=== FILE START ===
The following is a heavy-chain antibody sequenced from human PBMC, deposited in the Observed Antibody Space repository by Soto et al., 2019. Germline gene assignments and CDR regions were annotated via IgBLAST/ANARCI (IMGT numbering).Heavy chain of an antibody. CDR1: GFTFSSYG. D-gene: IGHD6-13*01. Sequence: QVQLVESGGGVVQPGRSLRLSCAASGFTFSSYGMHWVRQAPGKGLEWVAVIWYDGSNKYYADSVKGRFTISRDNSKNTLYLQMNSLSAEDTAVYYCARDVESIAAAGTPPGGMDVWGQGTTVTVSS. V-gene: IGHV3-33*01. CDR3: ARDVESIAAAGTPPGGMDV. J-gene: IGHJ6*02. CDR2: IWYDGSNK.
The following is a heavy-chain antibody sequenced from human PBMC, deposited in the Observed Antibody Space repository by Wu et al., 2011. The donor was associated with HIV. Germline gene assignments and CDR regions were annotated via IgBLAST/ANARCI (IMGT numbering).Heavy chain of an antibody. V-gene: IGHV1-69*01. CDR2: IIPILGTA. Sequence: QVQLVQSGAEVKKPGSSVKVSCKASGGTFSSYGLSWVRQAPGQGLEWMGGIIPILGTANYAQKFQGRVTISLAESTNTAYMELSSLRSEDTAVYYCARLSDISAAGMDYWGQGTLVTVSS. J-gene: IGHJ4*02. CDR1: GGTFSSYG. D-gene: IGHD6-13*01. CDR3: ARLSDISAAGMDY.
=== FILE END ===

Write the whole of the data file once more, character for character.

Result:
The following is a heavy-chain antibody sequenced from human PBMC, deposited in the Observed Antibody Space repository by Soto et al., 2019. Germline gene assignments and CDR regions were annotated via IgBLAST/ANARCI (IMGT numbering).Heavy chain of an antibody. CDR1: GFTFSSYG. D-gene: IGHD6-13*01. Sequence: QVQLVESGGGVVQPGRSLRLSCAASGFTFSSYGMHWVRQAPGKGLEWVAVIWYDGSNKYYADSVKGRFTISRDNSKNTLYLQMNSLSAEDTAVYYCARDVESIAAAGTPPGGMDVWGQGTTVTVSS. V-gene: IGHV3-33*01. CDR3: ARDVESIAAAGTPPGGMDV. J-gene: IGHJ6*02. CDR2: IWYDGSNK.
The following is a heavy-chain antibody sequenced from human PBMC, deposited in the Observed Antibody Space repository by Wu et al., 2011. The donor was associated with HIV. Germline gene assignments and CDR regions were annotated via IgBLAST/ANARCI (IMGT numbering).Heavy chain of an antibody. V-gene: IGHV1-69*01. CDR2: IIPILGTA. Sequence: QVQLVQSGAEVKKPGSSVKVSCKASGGTFSSYGLSWVRQAPGQGLEWMGGIIPILGTANYAQKFQGRVTISLAESTNTAYMELSSLRSEDTAVYYCARLSDISAAGMDYWGQGTLVTVSS. J-gene: IGHJ4*02. CDR1: GGTFSSYG. D-gene: IGHD6-13*01. CDR3: ARLSDISAAGMDY.